- At least 23 Republican-led states are withdrawing early from federal unemployment programs, including one that pays an extra $300 a week in benefits.
- Fifty-four percent of Americans think the state governors are doing the right thing, according to a Quinnipiac poll issued Wednesday.
- Republicans, men, higher earners and whites tend to agree with the decisions more than other groups, the poll found.
More than half of Americans support the move of some states to end a $300 weekly supplement to unemployment benefits months before it officially expires, according to a Quinnipiac University poll issued Wednesday.
At least 23 states have announced an early end to federal unemployment programs in recent weeks. Self-employed workers and the long-term unemployed will lose benefits entirely in most states.
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Fifty-four percent of Americans think the state governors are doing the right thing by ending the benefits ahead of schedule; 38% think they're doing the wrong thing, according to the Quinnipiac poll.
The states, all led by Republican governors, cite labor shortages as the motivating factor for the cuts, which start as early as June 12. (The American Rescue Plan offers them until Sept. 6.) State officials argue enhanced benefits offer an incentive for people to stay out of work.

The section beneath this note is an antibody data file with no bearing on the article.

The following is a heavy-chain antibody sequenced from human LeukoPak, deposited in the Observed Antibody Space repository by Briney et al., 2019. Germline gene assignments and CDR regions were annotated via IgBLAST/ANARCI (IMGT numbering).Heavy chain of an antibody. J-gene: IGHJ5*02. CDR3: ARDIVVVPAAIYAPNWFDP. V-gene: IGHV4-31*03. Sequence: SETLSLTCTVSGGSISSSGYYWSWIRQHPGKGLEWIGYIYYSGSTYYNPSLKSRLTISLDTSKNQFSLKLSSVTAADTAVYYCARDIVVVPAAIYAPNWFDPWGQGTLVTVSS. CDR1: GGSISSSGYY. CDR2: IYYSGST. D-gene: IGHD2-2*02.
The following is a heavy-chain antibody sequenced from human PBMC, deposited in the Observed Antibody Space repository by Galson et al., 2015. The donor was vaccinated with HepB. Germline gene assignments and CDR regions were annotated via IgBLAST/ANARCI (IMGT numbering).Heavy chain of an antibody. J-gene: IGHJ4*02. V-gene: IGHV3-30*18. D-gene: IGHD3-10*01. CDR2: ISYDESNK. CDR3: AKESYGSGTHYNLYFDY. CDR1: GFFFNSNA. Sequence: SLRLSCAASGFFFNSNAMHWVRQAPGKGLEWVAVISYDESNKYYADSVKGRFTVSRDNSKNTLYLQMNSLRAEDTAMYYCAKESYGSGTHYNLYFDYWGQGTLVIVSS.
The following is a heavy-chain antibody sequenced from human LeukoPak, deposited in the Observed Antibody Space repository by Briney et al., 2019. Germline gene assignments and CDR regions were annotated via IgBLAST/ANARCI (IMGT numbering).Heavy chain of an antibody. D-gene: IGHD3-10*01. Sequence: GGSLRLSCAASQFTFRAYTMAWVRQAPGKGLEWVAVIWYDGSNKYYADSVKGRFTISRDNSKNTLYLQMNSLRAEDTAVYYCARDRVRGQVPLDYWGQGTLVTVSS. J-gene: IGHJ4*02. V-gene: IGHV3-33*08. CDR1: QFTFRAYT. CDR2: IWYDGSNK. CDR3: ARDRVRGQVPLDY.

Many economists think the payments are not the primary contributor to hiring challenges. They say health risks are the main reason for a smaller labor pool, in addition to other pandemic-era factors such as child-care challenges and early retirements.
Approval for the benefit cuts breaks starkly along partisan lines — 89% of Republicans think the states are doing the right thing, while that's true for just 32% of Democrats, according to the Quinnipiac poll. It's true for 54% of independents.
Results also differ by sex and income, with men and wealthier Americans more likely to agree with the governors' decision. Further, just 36% of Blacks and 46% of Hispanics think it's the right thing, compared with 62% of whites, according to the poll.
Minorities, low earners and women have been disproportionately impacted by job loss during the pandemic.